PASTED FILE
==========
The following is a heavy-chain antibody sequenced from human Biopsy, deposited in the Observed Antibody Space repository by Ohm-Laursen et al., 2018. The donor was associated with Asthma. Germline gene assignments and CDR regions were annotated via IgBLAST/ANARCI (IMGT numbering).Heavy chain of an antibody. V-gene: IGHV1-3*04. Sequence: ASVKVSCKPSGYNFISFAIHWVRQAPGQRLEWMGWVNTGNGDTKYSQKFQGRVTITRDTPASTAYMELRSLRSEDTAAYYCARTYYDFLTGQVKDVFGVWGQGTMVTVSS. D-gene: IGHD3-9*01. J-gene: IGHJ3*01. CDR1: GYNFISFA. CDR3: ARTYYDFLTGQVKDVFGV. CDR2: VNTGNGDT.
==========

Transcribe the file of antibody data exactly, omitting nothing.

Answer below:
The following is a heavy-chain antibody sequenced from human Biopsy, deposited in the Observed Antibody Space repository by Ohm-Laursen et al., 2018. The donor was associated with Asthma. Germline gene assignments and CDR regions were annotated via IgBLAST/ANARCI (IMGT numbering).Heavy chain of an antibody. V-gene: IGHV1-3*04. Sequence: ASVKVSCKPSGYNFISFAIHWVRQAPGQRLEWMGWVNTGNGDTKYSQKFQGRVTITRDTPASTAYMELRSLRSEDTAAYYCARTYYDFLTGQVKDVFGVWGQGTMVTVSS. D-gene: IGHD3-9*01. J-gene: IGHJ3*01. CDR1: GYNFISFA. CDR3: ARTYYDFLTGQVKDVFGV. CDR2: VNTGNGDT.